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Six Republicans Cleared to Vote on Medicaid

By Jeffrey Hess | Published 17 Jun 2013 10:36am | comments

A ruling by the state's ethics commission could signal that a special session of the state legislature is coming soon.  Six Republicans will be allowed to vote on bills that deal with Medicaid.

The six lawmakers had recused themselves from voting during the session because of financial ties to the health care industry such as being a paramedic, a nurse or working for a hospital.

 The ethics commission voted 5-to-3 on Friday that the members can vote without violating state ethics laws.

 Commission Chair Ben Stone says legislators can vote on bills to re-authorize and fund the program and against Medicaid expansion.

"They could not vote for expansion because that would mean money in their pockets but they can vote against that, yes," explained Stone. "Those are very carefully defined words and we narrowly defined the answers."

 Just last year the commission ruled that members with financial ties to Medicaid could not vote.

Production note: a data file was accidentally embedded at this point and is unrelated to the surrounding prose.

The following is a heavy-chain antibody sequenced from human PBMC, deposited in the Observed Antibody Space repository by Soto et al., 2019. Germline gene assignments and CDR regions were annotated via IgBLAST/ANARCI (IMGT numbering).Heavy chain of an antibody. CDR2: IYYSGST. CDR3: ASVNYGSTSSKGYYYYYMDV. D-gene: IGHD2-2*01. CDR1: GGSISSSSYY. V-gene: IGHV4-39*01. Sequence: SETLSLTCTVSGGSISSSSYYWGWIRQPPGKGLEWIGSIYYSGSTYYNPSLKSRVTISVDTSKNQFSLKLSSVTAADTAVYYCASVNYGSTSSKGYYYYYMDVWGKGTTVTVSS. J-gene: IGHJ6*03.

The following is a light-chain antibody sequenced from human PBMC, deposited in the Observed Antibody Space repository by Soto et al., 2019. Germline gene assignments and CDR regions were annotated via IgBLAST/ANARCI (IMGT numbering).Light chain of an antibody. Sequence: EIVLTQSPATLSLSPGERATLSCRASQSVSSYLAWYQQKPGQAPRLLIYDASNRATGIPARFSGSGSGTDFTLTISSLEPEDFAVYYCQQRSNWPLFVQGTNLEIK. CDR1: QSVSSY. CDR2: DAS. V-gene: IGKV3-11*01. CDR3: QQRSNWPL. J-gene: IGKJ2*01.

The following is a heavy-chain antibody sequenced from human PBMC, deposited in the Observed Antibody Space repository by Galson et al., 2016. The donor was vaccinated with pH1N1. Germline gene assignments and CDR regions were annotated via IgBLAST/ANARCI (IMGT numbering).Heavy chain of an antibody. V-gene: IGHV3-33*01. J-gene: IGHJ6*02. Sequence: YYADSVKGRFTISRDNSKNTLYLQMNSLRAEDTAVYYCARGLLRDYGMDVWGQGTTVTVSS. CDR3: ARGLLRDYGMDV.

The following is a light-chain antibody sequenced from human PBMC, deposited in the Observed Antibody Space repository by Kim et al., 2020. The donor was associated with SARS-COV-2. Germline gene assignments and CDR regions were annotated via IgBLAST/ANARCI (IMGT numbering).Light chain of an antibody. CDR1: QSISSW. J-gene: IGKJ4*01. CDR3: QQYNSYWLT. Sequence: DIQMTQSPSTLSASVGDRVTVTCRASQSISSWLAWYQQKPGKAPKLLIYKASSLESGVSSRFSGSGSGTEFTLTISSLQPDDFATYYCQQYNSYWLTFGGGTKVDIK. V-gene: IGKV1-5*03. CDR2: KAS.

Supporters now cite a 2005 ethics ruling that allows lawmakers who are married to public educators to vote on the education budget.

 The ruling comes amid a heavy political cloud.

 Governor Phil Bryant and other GOP leaders hope the additional six votes will be enough to break the stalemate that has threatened to shut down the Medicaid program at the end of the month.

 Commission member William Wheeler, who was appointed by a Democrat, says the vote appears to be politically motivated.

"These people are going to be receiving money from these state appropriations, but its of if you vote 'no' not to expand Medicaid, and that's just not sensible and not logical and we're reversing precedent that I have a big problem with," said Wheeler.

 Democrats cried foul over the Governor asking the commission to let the members vote.

 They were also concerned when the Speaker of the House hosting a private dinner at the capitol that included commission member Billy Powell.

 Powell says the dinner had not impact on his vote.

"Not at all, none whatsoever," stated Powell.  "I consider those guys friends, but I vote my opinion, what I think is right, so I have no pressure whatsoever."

 Because of a partisan dispute over whether to expand Medicaid, legislators ended their three-month regular session without setting a budget for the program or even re-authorizing it.

 The additional Republican votes could mean the Governor will soon call a special session to fund and re-authorize the program.






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